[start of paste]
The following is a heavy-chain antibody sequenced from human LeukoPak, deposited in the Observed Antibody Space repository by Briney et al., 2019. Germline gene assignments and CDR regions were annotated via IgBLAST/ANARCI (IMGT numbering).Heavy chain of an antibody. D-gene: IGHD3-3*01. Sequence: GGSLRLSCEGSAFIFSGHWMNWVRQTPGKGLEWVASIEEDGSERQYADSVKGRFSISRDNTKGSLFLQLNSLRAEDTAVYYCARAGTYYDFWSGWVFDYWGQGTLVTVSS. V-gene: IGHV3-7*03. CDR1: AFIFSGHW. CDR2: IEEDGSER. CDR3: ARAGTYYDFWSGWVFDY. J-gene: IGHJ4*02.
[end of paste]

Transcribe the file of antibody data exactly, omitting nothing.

The following is a heavy-chain antibody sequenced from human LeukoPak, deposited in the Observed Antibody Space repository by Briney et al., 2019. Germline gene assignments and CDR regions were annotated via IgBLAST/ANARCI (IMGT numbering).Heavy chain of an antibody. D-gene: IGHD3-3*01. Sequence: GGSLRLSCEGSAFIFSGHWMNWVRQTPGKGLEWVASIEEDGSERQYADSVKGRFSISRDNTKGSLFLQLNSLRAEDTAVYYCARAGTYYDFWSGWVFDYWGQGTLVTVSS. V-gene: IGHV3-7*03. CDR1: AFIFSGHW. CDR2: IEEDGSER. CDR3: ARAGTYYDFWSGWVFDY. J-gene: IGHJ4*02.